Innovations Like Instagram Are Tough for Large Companies [NYT] – Large companies try so many different ways to create subsets of their culture that is somehow more free. Ray Ozzie did it at Microsoft, through architecture and interior design. I do wonder how many leaders treat this like a cultural problem, though, and bring the appropriate solutions to bear.
Leica, Nikon, Canon, Pentax and Olympus didn’t build Instagram, either. Michael Hawley, who is on Kodak’s board, said the answer could be summed up in one word: culture. “It’s a little like asking why Hasbro didn’t do Farmville, or why McDonald’s didn’t start Whole Foods,” said Mr. Hawley. “Cultural patterns are pretty hard to escape once you get sucked into them. For instance, Apple and Google are diametrical opposites in so many ways, have all the skills, but neither of them did Instagram, either.” Neither could Facebook. If it could, it wouldn’t have paid $1 billion to acquire the small team of engineers and access to the program’s 30 million users. The challenge of creating something small and disruptive inside a large company is one that many face today.
Thou shalt not commit logical fallacies – A nice library of dark patterns for persuasion, manipulation, and bluster. Available in a printable poster, too.
A logical fallacy is usually what has happened when someone is wrong about something. It’s a flaw in reasoning. They’re like tricks or illusions of thought, and they’re often very sneakily used by politicians and the media to fool people. Don’t be fooled! This website and poster have been designed to help you identify and call out dodgy logic wherever it may raise its ugly, incoherent head. If you see someone committing a logical fallacy, link them to the relevant fallacy to school them in thinky awesomeness.
The Outsourced Life [NYT] – Arlie Hochschild with an insightful and slightly alarming perspective on the consequences of a service society. How does the increasing possibility for outsourcing (also: buying our way into something) change what we bring, expect, or get out of our lives?
The very ease with which we reach for market services may help prevent us from noticing the remarkable degree to which the market has come to dominate our very ideas about what can or should be for sale or rent, and who should be included in the dramatic cast – buyers, branders, sellers – that we imagine as part of our personal life. It may even prevent us from noticing how we devalue what we don’t or can’t buy. A prison cell upgrade can be purchased for $82 a day in Santa Ana, Calif., and for $8 solo drivers in Minneapolis can buy access to car pool lanes on public roadways. Earlier this year, officials at Santa Monica College attempted to allow students to buy spots in oversubscribed classes for $462 per course. Even more than what we wish for, the market alters how we wish. Wallet in hand, we focus in the market on the thing we buy. In the realm of services, this is an experience – the perfect wedding, the delicious “traditional” meal, the well-raised child, even the well-gestated baby.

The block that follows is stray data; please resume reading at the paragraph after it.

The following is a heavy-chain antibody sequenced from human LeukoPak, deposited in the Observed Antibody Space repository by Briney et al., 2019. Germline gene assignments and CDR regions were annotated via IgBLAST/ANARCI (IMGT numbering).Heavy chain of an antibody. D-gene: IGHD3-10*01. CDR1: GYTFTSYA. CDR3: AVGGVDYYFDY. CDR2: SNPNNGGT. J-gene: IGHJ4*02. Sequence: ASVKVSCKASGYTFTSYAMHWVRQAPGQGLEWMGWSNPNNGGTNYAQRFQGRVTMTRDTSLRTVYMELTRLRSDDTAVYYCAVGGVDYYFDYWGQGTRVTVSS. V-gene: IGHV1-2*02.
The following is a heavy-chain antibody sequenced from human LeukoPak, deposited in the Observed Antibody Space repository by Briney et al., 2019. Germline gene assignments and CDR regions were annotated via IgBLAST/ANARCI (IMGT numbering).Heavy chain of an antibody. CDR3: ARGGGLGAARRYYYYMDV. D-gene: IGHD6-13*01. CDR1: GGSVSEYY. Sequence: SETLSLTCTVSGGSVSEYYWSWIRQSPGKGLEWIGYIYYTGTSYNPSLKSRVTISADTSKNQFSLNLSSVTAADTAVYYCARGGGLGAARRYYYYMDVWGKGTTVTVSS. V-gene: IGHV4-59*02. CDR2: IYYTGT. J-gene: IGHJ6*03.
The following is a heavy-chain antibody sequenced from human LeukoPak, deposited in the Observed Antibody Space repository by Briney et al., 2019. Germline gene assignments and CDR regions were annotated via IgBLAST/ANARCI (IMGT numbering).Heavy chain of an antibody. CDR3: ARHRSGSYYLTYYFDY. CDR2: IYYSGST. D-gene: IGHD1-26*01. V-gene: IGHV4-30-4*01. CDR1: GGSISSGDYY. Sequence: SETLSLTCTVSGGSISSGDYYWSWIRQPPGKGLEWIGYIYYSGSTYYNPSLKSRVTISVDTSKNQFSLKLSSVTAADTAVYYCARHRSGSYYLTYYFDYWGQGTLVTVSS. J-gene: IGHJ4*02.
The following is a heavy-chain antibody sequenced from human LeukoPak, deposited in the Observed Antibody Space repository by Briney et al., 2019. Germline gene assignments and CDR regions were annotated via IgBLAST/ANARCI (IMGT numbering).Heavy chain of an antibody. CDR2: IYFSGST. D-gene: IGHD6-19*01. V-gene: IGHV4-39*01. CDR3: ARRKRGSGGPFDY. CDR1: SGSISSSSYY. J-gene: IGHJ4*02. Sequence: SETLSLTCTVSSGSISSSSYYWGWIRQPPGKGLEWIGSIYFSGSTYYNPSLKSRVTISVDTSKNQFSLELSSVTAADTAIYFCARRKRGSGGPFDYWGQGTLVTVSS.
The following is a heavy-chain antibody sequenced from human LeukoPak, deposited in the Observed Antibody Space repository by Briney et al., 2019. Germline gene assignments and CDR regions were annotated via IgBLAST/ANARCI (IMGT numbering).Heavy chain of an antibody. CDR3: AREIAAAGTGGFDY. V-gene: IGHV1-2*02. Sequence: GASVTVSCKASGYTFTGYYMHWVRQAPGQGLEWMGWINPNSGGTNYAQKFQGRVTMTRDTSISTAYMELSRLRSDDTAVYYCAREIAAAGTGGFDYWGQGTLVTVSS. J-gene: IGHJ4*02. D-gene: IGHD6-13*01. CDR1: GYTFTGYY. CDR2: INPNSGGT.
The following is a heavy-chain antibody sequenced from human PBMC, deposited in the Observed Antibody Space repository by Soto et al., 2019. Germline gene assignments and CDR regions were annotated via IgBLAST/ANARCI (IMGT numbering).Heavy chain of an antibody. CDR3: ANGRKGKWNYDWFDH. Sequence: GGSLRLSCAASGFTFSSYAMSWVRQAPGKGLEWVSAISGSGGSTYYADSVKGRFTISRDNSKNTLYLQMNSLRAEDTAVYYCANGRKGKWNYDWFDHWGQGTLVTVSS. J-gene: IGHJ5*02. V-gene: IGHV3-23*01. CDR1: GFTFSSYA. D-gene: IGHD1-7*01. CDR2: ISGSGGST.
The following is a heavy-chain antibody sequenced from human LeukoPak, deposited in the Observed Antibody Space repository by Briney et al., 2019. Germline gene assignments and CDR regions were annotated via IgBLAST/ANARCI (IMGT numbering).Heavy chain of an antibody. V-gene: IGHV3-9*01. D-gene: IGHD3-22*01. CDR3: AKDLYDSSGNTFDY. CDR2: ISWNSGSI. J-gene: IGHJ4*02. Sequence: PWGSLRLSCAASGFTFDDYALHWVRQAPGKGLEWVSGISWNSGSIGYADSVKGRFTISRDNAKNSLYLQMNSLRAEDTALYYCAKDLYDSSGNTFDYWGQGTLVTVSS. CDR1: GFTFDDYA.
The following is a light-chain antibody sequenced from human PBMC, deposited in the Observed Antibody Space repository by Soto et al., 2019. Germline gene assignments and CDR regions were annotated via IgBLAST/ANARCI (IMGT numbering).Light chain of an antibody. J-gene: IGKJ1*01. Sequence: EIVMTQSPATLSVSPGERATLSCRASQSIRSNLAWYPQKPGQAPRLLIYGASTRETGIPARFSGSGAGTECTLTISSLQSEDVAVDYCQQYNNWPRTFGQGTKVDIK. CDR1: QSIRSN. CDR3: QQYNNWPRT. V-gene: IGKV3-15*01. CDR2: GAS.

As we outsource more of our private lives, we find it increasingly possible to outsource emotional attachment. A busy executive, for example, focuses on efficiency; his assistant tells me, “My boss outsources patience to me.” The wealthy employer of a household manager detaches herself from the act of writing personal Christmas-present labels. A love coach encourages clients to think of dating as “work,” and to be mindful of their R.O.I. – return on investment, of emotional energy, time and money. The grieving family member hires a Tombstone Butler to beautify a loved one’s burial site.
Snack makers’ “Red Caviar” Lay’s and “Mango-orange” Oreos appeal more to global tastes [Winnipeg Free Press] – Some possible acquisitions for my Museum of Foreign Groceries.
After noticing sales of Oreos were lagging in China during the summer, Kraft added a green tea ice cream flavour. The cookie combined a popular local flavour with the cooling imagery of ice cream. The green tea version sold well, and a year later, Kraft rolled out Oreos in flavours that are popular in Asians desserts – raspberry-and-blueberry and mango-and-orange…To get a better sense of what Russians like, PepsiCo employees travelled around the country to visit people in their homes and talk about what they eat day-to-day. That was a big task. Russia has nine time zones and spans 7,000 miles, with eating habits that vary by region. The findings were invaluable for executives. In the eastern part of the country, Pepsi found that fish is a big part of the diet. So it introduced “Crab” chips in 2006. It’s now the third most popular flavour in the country. A “Red Caviar” flavour does best in Moscow, where caviar is particularly popular. “Pickled Cucumber,” which piggybacks off of a traditional appetizer throughout Russia, was introduced last year and is already the fourth most popular flavour.